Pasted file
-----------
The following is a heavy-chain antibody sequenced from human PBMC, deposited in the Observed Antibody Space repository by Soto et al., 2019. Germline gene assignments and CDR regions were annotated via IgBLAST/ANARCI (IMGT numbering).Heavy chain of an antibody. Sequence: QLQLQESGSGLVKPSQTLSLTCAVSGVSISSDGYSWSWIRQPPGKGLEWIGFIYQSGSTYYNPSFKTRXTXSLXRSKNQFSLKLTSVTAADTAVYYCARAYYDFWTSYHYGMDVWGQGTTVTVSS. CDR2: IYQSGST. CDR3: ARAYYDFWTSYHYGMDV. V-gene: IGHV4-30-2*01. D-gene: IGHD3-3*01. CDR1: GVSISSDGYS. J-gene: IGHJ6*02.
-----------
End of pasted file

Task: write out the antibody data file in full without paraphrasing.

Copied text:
The following is a heavy-chain antibody sequenced from human PBMC, deposited in the Observed Antibody Space repository by Soto et al., 2019. Germline gene assignments and CDR regions were annotated via IgBLAST/ANARCI (IMGT numbering).Heavy chain of an antibody. Sequence: QLQLQESGSGLVKPSQTLSLTCAVSGVSISSDGYSWSWIRQPPGKGLEWIGFIYQSGSTYYNPSFKTRXTXSLXRSKNQFSLKLTSVTAADTAVYYCARAYYDFWTSYHYGMDVWGQGTTVTVSS. CDR2: IYQSGST. CDR3: ARAYYDFWTSYHYGMDV. V-gene: IGHV4-30-2*01. D-gene: IGHD3-3*01. CDR1: GVSISSDGYS. J-gene: IGHJ6*02.